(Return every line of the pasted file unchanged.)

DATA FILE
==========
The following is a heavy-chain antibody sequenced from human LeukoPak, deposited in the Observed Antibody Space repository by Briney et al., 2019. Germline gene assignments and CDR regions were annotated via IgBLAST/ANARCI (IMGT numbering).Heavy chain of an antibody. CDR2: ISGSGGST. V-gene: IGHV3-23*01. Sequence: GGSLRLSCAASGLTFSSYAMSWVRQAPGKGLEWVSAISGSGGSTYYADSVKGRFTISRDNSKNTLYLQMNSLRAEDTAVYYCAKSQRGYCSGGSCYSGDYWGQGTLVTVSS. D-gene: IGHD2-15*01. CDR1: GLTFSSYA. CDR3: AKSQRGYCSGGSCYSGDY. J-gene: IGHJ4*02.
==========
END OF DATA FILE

The following is a heavy-chain antibody sequenced from human LeukoPak, deposited in the Observed Antibody Space repository by Briney et al., 2019. Germline gene assignments and CDR regions were annotated via IgBLAST/ANARCI (IMGT numbering).Heavy chain of an antibody. CDR2: ISGSGGST. V-gene: IGHV3-23*01. Sequence: GGSLRLSCAASGLTFSSYAMSWVRQAPGKGLEWVSAISGSGGSTYYADSVKGRFTISRDNSKNTLYLQMNSLRAEDTAVYYCAKSQRGYCSGGSCYSGDYWGQGTLVTVSS. D-gene: IGHD2-15*01. CDR1: GLTFSSYA. CDR3: AKSQRGYCSGGSCYSGDY. J-gene: IGHJ4*02.